Almost 2 years ago I wrote a blog post about using the generic OAuth provider in ASP.NET Core. A lot has changed since then, so I thought it might be a good time to revisit this. For this blog post, we will create a simple website which allows users to sign in with their GitHub credentials. I will also demonstrate how we can store the access token received from GitHub to make GitHub API calls using Octokit.
When developing a Webhook for a GitHub application, you may want to make calls to the GitHub API. In order to do this you will need to have a Bearer token to authorize the calls. In a typical scenario, you would obtain a token as part of the user authorization flow, but when developing a webhook for a GitHub application things work a bit differently as there is no interactive user involved.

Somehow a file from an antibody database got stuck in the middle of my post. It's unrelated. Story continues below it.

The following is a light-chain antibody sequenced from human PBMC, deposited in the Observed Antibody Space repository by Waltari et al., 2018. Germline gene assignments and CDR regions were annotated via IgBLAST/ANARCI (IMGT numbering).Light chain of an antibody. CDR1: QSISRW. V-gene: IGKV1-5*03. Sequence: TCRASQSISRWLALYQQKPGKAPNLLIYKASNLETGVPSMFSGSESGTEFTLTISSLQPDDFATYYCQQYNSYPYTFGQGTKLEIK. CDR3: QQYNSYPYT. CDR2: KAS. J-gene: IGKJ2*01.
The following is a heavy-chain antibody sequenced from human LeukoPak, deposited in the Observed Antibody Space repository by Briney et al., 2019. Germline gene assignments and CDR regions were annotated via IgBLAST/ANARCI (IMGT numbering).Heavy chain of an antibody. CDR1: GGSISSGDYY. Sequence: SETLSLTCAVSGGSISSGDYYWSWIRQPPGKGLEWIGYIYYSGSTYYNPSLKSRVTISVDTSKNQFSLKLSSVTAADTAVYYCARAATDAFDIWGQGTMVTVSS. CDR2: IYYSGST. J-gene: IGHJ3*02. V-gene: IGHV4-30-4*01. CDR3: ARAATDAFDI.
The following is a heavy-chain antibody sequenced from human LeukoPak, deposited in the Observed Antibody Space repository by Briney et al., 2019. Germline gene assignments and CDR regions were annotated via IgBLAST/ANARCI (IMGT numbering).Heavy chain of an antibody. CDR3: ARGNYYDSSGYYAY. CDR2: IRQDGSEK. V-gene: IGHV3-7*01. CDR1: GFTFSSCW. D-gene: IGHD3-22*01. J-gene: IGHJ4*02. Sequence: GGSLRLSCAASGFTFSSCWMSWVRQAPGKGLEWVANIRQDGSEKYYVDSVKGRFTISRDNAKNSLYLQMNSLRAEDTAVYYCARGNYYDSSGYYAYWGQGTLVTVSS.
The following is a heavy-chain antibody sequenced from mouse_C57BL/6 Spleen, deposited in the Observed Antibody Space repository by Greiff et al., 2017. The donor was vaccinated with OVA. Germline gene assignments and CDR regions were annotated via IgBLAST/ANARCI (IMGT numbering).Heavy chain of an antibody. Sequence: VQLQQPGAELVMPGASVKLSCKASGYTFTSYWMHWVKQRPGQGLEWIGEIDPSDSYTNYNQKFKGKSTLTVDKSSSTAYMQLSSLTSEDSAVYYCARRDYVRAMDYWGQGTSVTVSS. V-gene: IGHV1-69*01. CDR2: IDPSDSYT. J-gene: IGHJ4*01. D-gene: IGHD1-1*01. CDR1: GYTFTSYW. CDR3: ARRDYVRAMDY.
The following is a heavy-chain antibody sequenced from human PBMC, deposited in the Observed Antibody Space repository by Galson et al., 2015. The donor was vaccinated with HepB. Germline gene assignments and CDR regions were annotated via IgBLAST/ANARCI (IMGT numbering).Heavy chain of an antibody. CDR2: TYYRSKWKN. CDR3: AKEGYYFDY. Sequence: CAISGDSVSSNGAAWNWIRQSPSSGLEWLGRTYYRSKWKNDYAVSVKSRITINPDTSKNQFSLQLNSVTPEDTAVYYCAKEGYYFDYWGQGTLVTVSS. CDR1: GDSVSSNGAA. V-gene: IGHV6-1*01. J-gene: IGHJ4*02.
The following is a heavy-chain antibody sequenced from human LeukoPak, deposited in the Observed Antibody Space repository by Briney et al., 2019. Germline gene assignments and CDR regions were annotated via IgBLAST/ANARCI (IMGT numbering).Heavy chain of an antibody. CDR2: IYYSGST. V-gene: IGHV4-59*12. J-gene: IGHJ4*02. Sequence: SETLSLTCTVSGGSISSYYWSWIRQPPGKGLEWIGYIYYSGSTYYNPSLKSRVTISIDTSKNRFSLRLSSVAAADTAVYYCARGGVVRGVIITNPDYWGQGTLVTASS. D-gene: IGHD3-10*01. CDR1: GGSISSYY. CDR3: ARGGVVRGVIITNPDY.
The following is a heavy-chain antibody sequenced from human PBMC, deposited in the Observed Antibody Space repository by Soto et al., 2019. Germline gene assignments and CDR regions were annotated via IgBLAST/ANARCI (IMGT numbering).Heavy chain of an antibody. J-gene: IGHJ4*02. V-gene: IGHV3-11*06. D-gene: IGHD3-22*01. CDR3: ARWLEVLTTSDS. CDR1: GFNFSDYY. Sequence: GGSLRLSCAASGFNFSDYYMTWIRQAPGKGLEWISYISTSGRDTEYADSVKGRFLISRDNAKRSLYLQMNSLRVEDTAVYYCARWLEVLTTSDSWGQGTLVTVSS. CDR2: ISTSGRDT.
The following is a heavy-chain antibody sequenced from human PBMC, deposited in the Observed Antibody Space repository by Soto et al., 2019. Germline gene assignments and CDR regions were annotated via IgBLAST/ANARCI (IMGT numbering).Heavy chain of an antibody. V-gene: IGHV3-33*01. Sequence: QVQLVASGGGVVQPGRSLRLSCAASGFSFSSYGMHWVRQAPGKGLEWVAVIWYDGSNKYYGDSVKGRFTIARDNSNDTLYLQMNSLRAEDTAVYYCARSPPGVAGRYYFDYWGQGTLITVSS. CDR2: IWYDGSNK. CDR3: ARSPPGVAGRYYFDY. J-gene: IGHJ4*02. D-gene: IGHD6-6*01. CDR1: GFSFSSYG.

Update: 19 May 2015 - You can view an updated video version of this on my AspnetCasts YouTube channel. The updated version is targeted for use with ASP.NET MVC 5 and ASP.NET Identity. Update: 1 April 2015 - The latest and most up to date version of this guide is available on the OAuth for ASP.NET website Turns out I had some extra time on my hands - or maybe I am just procrastinating.
Microsoft recently made Git source control available as an alternative source control provider on Team Foundation Service. I decided to move my existing private repositories from Github to TFS. This video describes the process.